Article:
Notes on Nairobi (1): the country

Two months ago, our son Richard, his wife Emily and their daughter Catrin relocated to Nairobi in Kenya as a result of his work. He is now the Head of Strategic Advocacy for an organisation called Well Told Story.

So this week, Vee and I are going to visit them for the first time.  It may not be the best time weather-wise to go over there – the rains are starting – but we are travelling there to coincide with Catrin’s half-term.

In my bucket list, I have the dynamic objective of – as long as I am able – having visited as many countries as my age in years. I am 67 and Kenya will be my 68th country.

I’ll try blog each day about our experiences.

Meanwhile a few facts and figures on Kenya:

  • Situated on the equator on Africa’s east coast, Kenya has been described as “the cradle of humanity”. In the Great Rift Valley, palaeontologists have discovered some of the earliest evidence of man’s ancestors.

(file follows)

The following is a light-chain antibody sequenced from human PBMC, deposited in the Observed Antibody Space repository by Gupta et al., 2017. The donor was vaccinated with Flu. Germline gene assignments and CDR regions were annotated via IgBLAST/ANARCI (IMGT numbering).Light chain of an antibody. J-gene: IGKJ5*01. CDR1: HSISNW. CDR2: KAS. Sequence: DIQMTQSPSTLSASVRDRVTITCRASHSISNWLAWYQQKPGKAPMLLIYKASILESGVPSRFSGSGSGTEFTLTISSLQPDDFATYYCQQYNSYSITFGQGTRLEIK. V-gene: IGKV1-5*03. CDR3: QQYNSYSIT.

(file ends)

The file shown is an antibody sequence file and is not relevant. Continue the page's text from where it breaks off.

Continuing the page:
• The country obtained its independence from Britain in 1963.
  • Today the population of Kenya is about 45 M (two thirds that of the UK). It is a very young population with half under the age of 18 and almost two thirds under the age of 25.
  • Although Kenya is the biggest and most advanced economy in east and central Africa, and has an affluent urban minority, it has a Human Development Index (HDI) of 0.519, ranked 145 out of 186 in the world. The important agricultural sector is one of the least developed and largely inefficient, employing 75% of the workforce. 
  • Following the election in 2007, there were serious ethnic riots in which an estimated 1,300 died and some 600,000 were forced to flee their homes. Subsequently, in 2011, the International Criminal Court indicted six prominent figures for crimes against humanity committed during the post-election rioting.
  • The current president of the country – elected in March 2013 – is Uhuru Kenyatta, the son of the first president of independent Kenya Jomo Kenyatta.


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